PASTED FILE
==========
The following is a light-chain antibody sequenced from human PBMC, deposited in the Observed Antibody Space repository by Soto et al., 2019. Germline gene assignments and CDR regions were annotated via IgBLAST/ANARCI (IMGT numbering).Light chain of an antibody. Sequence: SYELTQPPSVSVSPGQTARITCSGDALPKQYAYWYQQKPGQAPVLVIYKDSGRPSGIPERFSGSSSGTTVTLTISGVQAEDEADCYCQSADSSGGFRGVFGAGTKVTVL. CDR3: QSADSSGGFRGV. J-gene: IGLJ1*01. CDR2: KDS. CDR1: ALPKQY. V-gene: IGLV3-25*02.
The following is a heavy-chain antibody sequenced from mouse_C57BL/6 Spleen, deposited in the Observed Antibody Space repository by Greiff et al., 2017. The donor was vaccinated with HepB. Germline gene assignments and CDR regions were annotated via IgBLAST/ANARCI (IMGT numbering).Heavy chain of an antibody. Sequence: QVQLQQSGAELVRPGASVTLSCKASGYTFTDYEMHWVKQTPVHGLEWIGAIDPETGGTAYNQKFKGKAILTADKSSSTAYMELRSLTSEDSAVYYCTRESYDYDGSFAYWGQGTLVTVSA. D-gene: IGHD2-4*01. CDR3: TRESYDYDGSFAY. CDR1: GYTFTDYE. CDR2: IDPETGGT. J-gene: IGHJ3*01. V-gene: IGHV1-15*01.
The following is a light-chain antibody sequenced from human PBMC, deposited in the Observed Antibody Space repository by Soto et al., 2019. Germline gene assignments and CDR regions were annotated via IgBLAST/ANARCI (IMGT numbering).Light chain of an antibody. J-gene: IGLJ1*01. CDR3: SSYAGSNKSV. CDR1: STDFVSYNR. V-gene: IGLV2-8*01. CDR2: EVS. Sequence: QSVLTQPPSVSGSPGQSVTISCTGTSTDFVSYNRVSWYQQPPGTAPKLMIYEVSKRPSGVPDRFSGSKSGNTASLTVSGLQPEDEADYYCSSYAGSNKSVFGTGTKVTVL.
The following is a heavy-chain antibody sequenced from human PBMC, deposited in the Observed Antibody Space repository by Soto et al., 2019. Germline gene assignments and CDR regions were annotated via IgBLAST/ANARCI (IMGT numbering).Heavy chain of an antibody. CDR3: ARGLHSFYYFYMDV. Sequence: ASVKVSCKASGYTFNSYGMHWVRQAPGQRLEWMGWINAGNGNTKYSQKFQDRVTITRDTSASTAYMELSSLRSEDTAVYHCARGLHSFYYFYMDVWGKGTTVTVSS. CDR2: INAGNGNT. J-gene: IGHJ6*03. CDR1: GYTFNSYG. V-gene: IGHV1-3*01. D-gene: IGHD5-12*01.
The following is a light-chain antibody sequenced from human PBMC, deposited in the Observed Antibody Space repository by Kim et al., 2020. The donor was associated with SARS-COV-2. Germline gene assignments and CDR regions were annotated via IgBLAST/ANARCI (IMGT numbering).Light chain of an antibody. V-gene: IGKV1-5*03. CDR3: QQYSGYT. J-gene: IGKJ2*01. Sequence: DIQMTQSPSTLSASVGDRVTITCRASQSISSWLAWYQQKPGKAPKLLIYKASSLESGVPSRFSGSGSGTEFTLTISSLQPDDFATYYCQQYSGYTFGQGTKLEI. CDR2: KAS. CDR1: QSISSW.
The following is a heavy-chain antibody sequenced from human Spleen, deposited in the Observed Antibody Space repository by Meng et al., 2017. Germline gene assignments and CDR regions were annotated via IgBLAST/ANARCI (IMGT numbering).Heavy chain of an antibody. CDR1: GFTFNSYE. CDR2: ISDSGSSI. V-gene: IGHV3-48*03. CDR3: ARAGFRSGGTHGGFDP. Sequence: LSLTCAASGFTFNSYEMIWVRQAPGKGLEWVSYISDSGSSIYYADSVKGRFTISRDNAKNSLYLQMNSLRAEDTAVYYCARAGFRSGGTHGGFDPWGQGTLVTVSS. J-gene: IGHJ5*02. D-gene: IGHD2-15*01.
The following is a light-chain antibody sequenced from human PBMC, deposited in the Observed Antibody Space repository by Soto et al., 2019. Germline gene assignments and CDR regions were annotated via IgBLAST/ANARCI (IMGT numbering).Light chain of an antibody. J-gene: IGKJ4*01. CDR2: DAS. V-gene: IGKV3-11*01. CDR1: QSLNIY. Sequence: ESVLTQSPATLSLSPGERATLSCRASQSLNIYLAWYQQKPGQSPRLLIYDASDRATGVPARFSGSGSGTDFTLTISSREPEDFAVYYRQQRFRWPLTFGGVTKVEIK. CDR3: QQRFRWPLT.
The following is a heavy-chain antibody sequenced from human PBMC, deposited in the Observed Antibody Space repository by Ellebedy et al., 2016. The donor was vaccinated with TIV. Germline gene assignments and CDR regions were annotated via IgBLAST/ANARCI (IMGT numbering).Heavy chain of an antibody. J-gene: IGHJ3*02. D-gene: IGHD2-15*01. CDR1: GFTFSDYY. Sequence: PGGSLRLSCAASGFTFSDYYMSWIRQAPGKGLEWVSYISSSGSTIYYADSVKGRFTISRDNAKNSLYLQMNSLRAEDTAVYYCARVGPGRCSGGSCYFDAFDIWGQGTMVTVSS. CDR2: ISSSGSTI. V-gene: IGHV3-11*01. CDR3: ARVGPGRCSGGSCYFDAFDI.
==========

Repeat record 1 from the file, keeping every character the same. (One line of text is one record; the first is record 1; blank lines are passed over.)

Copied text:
The following is a light-chain antibody sequenced from human PBMC, deposited in the Observed Antibody Space repository by Soto et al., 2019. Germline gene assignments and CDR regions were annotated via IgBLAST/ANARCI (IMGT numbering).Light chain of an antibody. Sequence: SYELTQPPSVSVSPGQTARITCSGDALPKQYAYWYQQKPGQAPVLVIYKDSGRPSGIPERFSGSSSGTTVTLTISGVQAEDEADCYCQSADSSGGFRGVFGAGTKVTVL. CDR3: QSADSSGGFRGV. J-gene: IGLJ1*01. CDR2: KDS. CDR1: ALPKQY. V-gene: IGLV3-25*02.